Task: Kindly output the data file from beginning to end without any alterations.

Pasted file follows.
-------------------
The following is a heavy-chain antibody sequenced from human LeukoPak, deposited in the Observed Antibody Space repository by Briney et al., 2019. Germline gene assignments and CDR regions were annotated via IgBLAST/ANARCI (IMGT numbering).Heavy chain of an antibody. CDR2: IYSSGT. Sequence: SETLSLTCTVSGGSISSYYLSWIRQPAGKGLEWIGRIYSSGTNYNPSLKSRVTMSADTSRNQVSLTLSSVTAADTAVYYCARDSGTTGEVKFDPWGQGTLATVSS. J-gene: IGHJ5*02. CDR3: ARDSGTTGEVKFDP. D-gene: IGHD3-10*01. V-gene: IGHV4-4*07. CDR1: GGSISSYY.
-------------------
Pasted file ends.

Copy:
The following is a heavy-chain antibody sequenced from human LeukoPak, deposited in the Observed Antibody Space repository by Briney et al., 2019. Germline gene assignments and CDR regions were annotated via IgBLAST/ANARCI (IMGT numbering).Heavy chain of an antibody. CDR2: IYSSGT. Sequence: SETLSLTCTVSGGSISSYYLSWIRQPAGKGLEWIGRIYSSGTNYNPSLKSRVTMSADTSRNQVSLTLSSVTAADTAVYYCARDSGTTGEVKFDPWGQGTLATVSS. J-gene: IGHJ5*02. CDR3: ARDSGTTGEVKFDP. D-gene: IGHD3-10*01. V-gene: IGHV4-4*07. CDR1: GGSISSYY.